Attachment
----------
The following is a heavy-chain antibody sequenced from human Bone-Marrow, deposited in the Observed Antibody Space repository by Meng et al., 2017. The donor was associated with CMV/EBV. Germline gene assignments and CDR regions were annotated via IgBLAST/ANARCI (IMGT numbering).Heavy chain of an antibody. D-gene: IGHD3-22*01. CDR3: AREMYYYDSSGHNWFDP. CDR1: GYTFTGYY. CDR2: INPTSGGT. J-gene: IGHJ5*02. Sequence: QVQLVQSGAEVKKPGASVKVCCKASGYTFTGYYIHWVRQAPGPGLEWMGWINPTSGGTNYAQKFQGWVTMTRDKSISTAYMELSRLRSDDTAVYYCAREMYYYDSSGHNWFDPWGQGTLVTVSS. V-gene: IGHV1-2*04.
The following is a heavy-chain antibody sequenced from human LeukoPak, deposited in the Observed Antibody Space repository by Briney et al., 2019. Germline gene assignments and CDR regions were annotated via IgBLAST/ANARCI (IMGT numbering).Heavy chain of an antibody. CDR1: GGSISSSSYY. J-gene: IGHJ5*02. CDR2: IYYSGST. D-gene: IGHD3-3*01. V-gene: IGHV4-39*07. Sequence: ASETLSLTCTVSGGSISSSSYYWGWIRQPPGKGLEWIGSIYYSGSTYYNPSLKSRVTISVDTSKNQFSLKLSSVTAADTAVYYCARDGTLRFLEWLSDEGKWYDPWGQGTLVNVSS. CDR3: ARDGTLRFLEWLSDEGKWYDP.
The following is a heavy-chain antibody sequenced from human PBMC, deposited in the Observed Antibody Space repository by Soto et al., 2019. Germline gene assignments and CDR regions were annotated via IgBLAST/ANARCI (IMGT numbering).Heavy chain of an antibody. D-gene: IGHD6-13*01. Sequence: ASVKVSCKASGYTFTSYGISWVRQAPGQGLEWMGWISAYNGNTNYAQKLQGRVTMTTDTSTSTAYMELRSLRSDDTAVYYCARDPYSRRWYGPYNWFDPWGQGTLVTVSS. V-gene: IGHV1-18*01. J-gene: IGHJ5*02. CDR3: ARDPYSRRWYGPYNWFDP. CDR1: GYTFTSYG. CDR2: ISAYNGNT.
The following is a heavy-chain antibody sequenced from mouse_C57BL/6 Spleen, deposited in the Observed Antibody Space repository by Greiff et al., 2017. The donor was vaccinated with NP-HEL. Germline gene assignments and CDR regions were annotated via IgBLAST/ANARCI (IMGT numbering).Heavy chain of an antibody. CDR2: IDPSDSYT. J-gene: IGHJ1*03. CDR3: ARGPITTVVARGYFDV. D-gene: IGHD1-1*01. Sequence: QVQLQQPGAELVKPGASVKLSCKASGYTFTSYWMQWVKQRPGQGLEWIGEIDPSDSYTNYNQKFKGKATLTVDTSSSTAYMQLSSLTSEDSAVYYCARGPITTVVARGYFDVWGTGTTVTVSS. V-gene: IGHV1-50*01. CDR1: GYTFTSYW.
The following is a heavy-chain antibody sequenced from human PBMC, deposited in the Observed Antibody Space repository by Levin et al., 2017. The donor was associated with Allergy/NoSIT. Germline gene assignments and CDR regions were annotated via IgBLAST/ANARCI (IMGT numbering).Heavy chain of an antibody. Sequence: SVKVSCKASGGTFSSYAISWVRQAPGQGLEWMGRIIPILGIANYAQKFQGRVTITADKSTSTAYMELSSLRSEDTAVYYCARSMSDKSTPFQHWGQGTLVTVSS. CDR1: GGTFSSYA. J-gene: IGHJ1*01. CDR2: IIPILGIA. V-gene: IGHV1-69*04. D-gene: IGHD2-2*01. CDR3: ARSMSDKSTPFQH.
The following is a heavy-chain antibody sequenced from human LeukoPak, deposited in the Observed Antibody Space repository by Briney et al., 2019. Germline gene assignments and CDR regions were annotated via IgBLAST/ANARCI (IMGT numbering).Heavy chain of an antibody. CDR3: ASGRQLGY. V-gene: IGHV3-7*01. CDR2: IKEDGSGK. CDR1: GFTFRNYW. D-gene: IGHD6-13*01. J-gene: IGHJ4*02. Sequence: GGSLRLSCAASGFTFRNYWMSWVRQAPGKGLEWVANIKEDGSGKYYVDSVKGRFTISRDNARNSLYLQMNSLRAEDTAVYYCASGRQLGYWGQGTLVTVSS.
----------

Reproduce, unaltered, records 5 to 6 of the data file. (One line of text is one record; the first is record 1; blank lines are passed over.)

The following is a heavy-chain antibody sequenced from human PBMC, deposited in the Observed Antibody Space repository by Levin et al., 2017. The donor was associated with Allergy/NoSIT. Germline gene assignments and CDR regions were annotated via IgBLAST/ANARCI (IMGT numbering).Heavy chain of an antibody. Sequence: SVKVSCKASGGTFSSYAISWVRQAPGQGLEWMGRIIPILGIANYAQKFQGRVTITADKSTSTAYMELSSLRSEDTAVYYCARSMSDKSTPFQHWGQGTLVTVSS. CDR1: GGTFSSYA. J-gene: IGHJ1*01. CDR2: IIPILGIA. V-gene: IGHV1-69*04. D-gene: IGHD2-2*01. CDR3: ARSMSDKSTPFQH.
The following is a heavy-chain antibody sequenced from human LeukoPak, deposited in the Observed Antibody Space repository by Briney et al., 2019. Germline gene assignments and CDR regions were annotated via IgBLAST/ANARCI (IMGT numbering).Heavy chain of an antibody. CDR3: ASGRQLGY. V-gene: IGHV3-7*01. CDR2: IKEDGSGK. CDR1: GFTFRNYW. D-gene: IGHD6-13*01. J-gene: IGHJ4*02. Sequence: GGSLRLSCAASGFTFRNYWMSWVRQAPGKGLEWVANIKEDGSGKYYVDSVKGRFTISRDNARNSLYLQMNSLRAEDTAVYYCASGRQLGYWGQGTLVTVSS.